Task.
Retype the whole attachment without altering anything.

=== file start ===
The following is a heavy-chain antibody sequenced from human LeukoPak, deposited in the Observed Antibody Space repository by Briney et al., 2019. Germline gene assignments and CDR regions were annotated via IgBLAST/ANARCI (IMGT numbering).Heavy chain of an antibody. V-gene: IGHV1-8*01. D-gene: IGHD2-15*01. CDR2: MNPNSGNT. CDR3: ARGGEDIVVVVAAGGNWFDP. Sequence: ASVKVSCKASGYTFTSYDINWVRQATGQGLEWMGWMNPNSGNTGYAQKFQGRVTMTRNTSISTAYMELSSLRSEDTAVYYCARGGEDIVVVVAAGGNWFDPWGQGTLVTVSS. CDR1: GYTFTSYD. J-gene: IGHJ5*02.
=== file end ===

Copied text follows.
The following is a heavy-chain antibody sequenced from human LeukoPak, deposited in the Observed Antibody Space repository by Briney et al., 2019. Germline gene assignments and CDR regions were annotated via IgBLAST/ANARCI (IMGT numbering).Heavy chain of an antibody. V-gene: IGHV1-8*01. D-gene: IGHD2-15*01. CDR2: MNPNSGNT. CDR3: ARGGEDIVVVVAAGGNWFDP. Sequence: ASVKVSCKASGYTFTSYDINWVRQATGQGLEWMGWMNPNSGNTGYAQKFQGRVTMTRNTSISTAYMELSSLRSEDTAVYYCARGGEDIVVVVAAGGNWFDPWGQGTLVTVSS. CDR1: GYTFTSYD. J-gene: IGHJ5*02.